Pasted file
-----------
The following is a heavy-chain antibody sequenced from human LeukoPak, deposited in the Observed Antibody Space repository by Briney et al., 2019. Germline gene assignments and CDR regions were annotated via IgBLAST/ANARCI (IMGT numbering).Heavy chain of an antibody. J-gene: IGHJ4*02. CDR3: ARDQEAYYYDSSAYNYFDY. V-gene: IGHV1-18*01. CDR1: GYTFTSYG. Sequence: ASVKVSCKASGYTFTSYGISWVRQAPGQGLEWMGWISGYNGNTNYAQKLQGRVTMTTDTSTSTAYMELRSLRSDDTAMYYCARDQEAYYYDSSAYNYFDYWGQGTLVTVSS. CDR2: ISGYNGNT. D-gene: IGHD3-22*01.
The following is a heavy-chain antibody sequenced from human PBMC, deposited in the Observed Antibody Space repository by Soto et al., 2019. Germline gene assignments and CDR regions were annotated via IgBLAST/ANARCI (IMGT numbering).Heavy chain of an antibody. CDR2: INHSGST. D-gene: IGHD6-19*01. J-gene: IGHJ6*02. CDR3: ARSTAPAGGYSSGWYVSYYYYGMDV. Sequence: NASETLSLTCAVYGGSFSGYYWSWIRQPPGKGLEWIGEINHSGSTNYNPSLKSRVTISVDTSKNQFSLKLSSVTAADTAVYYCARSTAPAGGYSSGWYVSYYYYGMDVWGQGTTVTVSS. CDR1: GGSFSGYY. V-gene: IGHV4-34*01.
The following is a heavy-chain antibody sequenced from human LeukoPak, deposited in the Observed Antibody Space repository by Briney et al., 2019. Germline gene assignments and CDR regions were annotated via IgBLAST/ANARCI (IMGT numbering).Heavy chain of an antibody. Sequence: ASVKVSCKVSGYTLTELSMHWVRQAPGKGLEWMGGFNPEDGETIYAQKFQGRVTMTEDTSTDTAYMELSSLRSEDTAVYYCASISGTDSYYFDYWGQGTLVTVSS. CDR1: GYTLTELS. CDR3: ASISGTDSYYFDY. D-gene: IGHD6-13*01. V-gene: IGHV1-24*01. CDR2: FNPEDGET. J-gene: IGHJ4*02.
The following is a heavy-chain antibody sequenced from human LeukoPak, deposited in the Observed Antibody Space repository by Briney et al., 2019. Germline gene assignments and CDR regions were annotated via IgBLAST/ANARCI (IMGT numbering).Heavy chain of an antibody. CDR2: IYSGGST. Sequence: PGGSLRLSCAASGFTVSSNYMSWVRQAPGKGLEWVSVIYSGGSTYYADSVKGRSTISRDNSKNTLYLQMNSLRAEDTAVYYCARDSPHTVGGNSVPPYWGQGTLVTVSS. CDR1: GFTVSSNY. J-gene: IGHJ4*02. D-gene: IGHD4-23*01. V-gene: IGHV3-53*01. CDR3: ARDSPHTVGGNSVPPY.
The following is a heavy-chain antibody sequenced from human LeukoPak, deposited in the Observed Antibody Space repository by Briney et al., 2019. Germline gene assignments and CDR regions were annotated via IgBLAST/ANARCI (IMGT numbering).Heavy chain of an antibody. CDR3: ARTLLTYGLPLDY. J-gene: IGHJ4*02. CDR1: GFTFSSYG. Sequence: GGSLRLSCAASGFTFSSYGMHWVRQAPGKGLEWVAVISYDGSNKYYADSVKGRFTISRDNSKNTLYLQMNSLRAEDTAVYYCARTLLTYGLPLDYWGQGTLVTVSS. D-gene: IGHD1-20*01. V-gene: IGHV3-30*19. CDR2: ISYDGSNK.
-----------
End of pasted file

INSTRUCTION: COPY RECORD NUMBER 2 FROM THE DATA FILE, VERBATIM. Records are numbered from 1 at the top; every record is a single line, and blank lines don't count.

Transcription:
The following is a heavy-chain antibody sequenced from human PBMC, deposited in the Observed Antibody Space repository by Soto et al., 2019. Germline gene assignments and CDR regions were annotated via IgBLAST/ANARCI (IMGT numbering).Heavy chain of an antibody. CDR2: INHSGST. D-gene: IGHD6-19*01. J-gene: IGHJ6*02. CDR3: ARSTAPAGGYSSGWYVSYYYYGMDV. Sequence: NASETLSLTCAVYGGSFSGYYWSWIRQPPGKGLEWIGEINHSGSTNYNPSLKSRVTISVDTSKNQFSLKLSSVTAADTAVYYCARSTAPAGGYSSGWYVSYYYYGMDVWGQGTTVTVSS. CDR1: GGSFSGYY. V-gene: IGHV4-34*01.